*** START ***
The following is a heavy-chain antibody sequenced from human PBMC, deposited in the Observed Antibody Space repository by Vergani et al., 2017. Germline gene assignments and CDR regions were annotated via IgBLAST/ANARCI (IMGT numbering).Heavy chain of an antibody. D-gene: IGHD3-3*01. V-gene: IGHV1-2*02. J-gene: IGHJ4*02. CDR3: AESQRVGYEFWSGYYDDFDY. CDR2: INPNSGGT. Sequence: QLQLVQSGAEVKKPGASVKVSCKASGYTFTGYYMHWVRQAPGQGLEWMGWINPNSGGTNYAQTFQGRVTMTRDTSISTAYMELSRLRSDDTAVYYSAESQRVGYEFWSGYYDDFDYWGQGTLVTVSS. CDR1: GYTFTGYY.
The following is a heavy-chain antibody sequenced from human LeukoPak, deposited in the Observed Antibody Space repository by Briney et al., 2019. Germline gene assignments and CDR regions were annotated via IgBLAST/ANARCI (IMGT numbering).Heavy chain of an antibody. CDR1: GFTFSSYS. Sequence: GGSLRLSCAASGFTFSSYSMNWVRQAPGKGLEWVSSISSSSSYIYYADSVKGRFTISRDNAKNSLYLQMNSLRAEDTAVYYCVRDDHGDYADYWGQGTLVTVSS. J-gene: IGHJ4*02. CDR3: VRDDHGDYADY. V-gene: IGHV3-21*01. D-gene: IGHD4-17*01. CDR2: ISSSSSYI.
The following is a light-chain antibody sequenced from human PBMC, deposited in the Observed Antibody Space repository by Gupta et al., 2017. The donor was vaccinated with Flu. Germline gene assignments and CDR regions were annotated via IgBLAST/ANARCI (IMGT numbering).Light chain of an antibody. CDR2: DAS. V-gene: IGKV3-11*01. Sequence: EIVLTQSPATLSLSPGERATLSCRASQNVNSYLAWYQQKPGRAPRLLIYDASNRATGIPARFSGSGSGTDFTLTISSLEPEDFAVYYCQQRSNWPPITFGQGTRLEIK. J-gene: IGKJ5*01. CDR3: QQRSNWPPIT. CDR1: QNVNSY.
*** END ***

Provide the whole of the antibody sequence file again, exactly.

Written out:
The following is a heavy-chain antibody sequenced from human PBMC, deposited in the Observed Antibody Space repository by Vergani et al., 2017. Germline gene assignments and CDR regions were annotated via IgBLAST/ANARCI (IMGT numbering).Heavy chain of an antibody. D-gene: IGHD3-3*01. V-gene: IGHV1-2*02. J-gene: IGHJ4*02. CDR3: AESQRVGYEFWSGYYDDFDY. CDR2: INPNSGGT. Sequence: QLQLVQSGAEVKKPGASVKVSCKASGYTFTGYYMHWVRQAPGQGLEWMGWINPNSGGTNYAQTFQGRVTMTRDTSISTAYMELSRLRSDDTAVYYSAESQRVGYEFWSGYYDDFDYWGQGTLVTVSS. CDR1: GYTFTGYY.
The following is a heavy-chain antibody sequenced from human LeukoPak, deposited in the Observed Antibody Space repository by Briney et al., 2019. Germline gene assignments and CDR regions were annotated via IgBLAST/ANARCI (IMGT numbering).Heavy chain of an antibody. CDR1: GFTFSSYS. Sequence: GGSLRLSCAASGFTFSSYSMNWVRQAPGKGLEWVSSISSSSSYIYYADSVKGRFTISRDNAKNSLYLQMNSLRAEDTAVYYCVRDDHGDYADYWGQGTLVTVSS. J-gene: IGHJ4*02. CDR3: VRDDHGDYADY. V-gene: IGHV3-21*01. D-gene: IGHD4-17*01. CDR2: ISSSSSYI.
The following is a light-chain antibody sequenced from human PBMC, deposited in the Observed Antibody Space repository by Gupta et al., 2017. The donor was vaccinated with Flu. Germline gene assignments and CDR regions were annotated via IgBLAST/ANARCI (IMGT numbering).Light chain of an antibody. CDR2: DAS. V-gene: IGKV3-11*01. Sequence: EIVLTQSPATLSLSPGERATLSCRASQNVNSYLAWYQQKPGRAPRLLIYDASNRATGIPARFSGSGSGTDFTLTISSLEPEDFAVYYCQQRSNWPPITFGQGTRLEIK. J-gene: IGKJ5*01. CDR3: QQRSNWPPIT. CDR1: QNVNSY.